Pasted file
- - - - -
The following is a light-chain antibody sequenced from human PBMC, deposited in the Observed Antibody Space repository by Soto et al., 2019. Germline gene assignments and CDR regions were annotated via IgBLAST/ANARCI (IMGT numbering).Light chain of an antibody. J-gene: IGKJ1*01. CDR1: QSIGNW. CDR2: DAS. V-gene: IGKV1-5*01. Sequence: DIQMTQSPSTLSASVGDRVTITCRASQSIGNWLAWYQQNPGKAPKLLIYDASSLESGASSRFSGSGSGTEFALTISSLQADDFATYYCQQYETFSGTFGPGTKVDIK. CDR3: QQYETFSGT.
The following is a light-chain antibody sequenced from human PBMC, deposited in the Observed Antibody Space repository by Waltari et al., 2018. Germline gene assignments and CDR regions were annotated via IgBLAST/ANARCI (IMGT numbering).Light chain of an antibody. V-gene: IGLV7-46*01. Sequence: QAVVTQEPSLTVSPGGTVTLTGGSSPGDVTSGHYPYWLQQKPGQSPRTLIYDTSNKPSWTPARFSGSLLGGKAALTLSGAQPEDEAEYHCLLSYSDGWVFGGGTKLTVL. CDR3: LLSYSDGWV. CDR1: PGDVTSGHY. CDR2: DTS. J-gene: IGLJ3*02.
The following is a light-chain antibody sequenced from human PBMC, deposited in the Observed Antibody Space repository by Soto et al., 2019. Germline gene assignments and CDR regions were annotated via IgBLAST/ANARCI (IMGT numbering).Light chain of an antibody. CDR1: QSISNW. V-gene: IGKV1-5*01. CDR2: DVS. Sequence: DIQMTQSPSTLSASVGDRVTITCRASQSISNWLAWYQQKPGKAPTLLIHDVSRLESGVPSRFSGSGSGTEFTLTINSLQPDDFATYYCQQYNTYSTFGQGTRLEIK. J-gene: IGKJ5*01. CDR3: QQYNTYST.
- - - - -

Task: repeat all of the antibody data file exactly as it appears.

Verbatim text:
The following is a light-chain antibody sequenced from human PBMC, deposited in the Observed Antibody Space repository by Soto et al., 2019. Germline gene assignments and CDR regions were annotated via IgBLAST/ANARCI (IMGT numbering).Light chain of an antibody. J-gene: IGKJ1*01. CDR1: QSIGNW. CDR2: DAS. V-gene: IGKV1-5*01. Sequence: DIQMTQSPSTLSASVGDRVTITCRASQSIGNWLAWYQQNPGKAPKLLIYDASSLESGASSRFSGSGSGTEFALTISSLQADDFATYYCQQYETFSGTFGPGTKVDIK. CDR3: QQYETFSGT.
The following is a light-chain antibody sequenced from human PBMC, deposited in the Observed Antibody Space repository by Waltari et al., 2018. Germline gene assignments and CDR regions were annotated via IgBLAST/ANARCI (IMGT numbering).Light chain of an antibody. V-gene: IGLV7-46*01. Sequence: QAVVTQEPSLTVSPGGTVTLTGGSSPGDVTSGHYPYWLQQKPGQSPRTLIYDTSNKPSWTPARFSGSLLGGKAALTLSGAQPEDEAEYHCLLSYSDGWVFGGGTKLTVL. CDR3: LLSYSDGWV. CDR1: PGDVTSGHY. CDR2: DTS. J-gene: IGLJ3*02.
The following is a light-chain antibody sequenced from human PBMC, deposited in the Observed Antibody Space repository by Soto et al., 2019. Germline gene assignments and CDR regions were annotated via IgBLAST/ANARCI (IMGT numbering).Light chain of an antibody. CDR1: QSISNW. V-gene: IGKV1-5*01. CDR2: DVS. Sequence: DIQMTQSPSTLSASVGDRVTITCRASQSISNWLAWYQQKPGKAPTLLIHDVSRLESGVPSRFSGSGSGTEFTLTINSLQPDDFATYYCQQYNTYSTFGQGTRLEIK. J-gene: IGKJ5*01. CDR3: QQYNTYST.